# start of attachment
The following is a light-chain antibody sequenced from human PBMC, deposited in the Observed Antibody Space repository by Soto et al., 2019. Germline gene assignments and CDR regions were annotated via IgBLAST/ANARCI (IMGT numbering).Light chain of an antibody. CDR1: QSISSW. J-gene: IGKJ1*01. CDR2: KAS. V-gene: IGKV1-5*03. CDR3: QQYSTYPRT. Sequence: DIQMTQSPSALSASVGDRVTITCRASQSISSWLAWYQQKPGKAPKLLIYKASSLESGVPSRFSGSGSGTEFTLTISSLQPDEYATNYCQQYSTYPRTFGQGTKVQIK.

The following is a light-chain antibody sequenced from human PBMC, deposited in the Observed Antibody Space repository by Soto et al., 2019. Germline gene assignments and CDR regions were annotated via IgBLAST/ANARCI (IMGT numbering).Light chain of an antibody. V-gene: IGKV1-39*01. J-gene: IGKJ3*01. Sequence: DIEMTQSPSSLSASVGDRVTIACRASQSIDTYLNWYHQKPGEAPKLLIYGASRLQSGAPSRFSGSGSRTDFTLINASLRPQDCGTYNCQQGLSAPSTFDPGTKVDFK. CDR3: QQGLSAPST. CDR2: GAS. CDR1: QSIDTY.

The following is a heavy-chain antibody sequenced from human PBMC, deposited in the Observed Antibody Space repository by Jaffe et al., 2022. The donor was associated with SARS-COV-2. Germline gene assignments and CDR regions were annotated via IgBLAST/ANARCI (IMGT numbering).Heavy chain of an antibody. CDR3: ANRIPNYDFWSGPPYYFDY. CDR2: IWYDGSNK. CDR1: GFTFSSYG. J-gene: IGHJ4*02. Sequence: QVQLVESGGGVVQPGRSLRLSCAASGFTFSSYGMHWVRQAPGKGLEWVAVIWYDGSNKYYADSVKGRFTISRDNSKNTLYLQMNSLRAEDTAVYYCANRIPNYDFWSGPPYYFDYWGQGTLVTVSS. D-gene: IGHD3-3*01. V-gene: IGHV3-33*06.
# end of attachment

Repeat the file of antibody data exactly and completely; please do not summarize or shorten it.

The following is a light-chain antibody sequenced from human PBMC, deposited in the Observed Antibody Space repository by Soto et al., 2019. Germline gene assignments and CDR regions were annotated via IgBLAST/ANARCI (IMGT numbering).Light chain of an antibody. CDR1: QSISSW. J-gene: IGKJ1*01. CDR2: KAS. V-gene: IGKV1-5*03. CDR3: QQYSTYPRT. Sequence: DIQMTQSPSALSASVGDRVTITCRASQSISSWLAWYQQKPGKAPKLLIYKASSLESGVPSRFSGSGSGTEFTLTISSLQPDEYATNYCQQYSTYPRTFGQGTKVQIK.

The following is a light-chain antibody sequenced from human PBMC, deposited in the Observed Antibody Space repository by Soto et al., 2019. Germline gene assignments and CDR regions were annotated via IgBLAST/ANARCI (IMGT numbering).Light chain of an antibody. V-gene: IGKV1-39*01. J-gene: IGKJ3*01. Sequence: DIEMTQSPSSLSASVGDRVTIACRASQSIDTYLNWYHQKPGEAPKLLIYGASRLQSGAPSRFSGSGSRTDFTLINASLRPQDCGTYNCQQGLSAPSTFDPGTKVDFK. CDR3: QQGLSAPST. CDR2: GAS. CDR1: QSIDTY.

The following is a heavy-chain antibody sequenced from human PBMC, deposited in the Observed Antibody Space repository by Jaffe et al., 2022. The donor was associated with SARS-COV-2. Germline gene assignments and CDR regions were annotated via IgBLAST/ANARCI (IMGT numbering).Heavy chain of an antibody. CDR3: ANRIPNYDFWSGPPYYFDY. CDR2: IWYDGSNK. CDR1: GFTFSSYG. J-gene: IGHJ4*02. Sequence: QVQLVESGGGVVQPGRSLRLSCAASGFTFSSYGMHWVRQAPGKGLEWVAVIWYDGSNKYYADSVKGRFTISRDNSKNTLYLQMNSLRAEDTAVYYCANRIPNYDFWSGPPYYFDYWGQGTLVTVSS. D-gene: IGHD3-3*01. V-gene: IGHV3-33*06.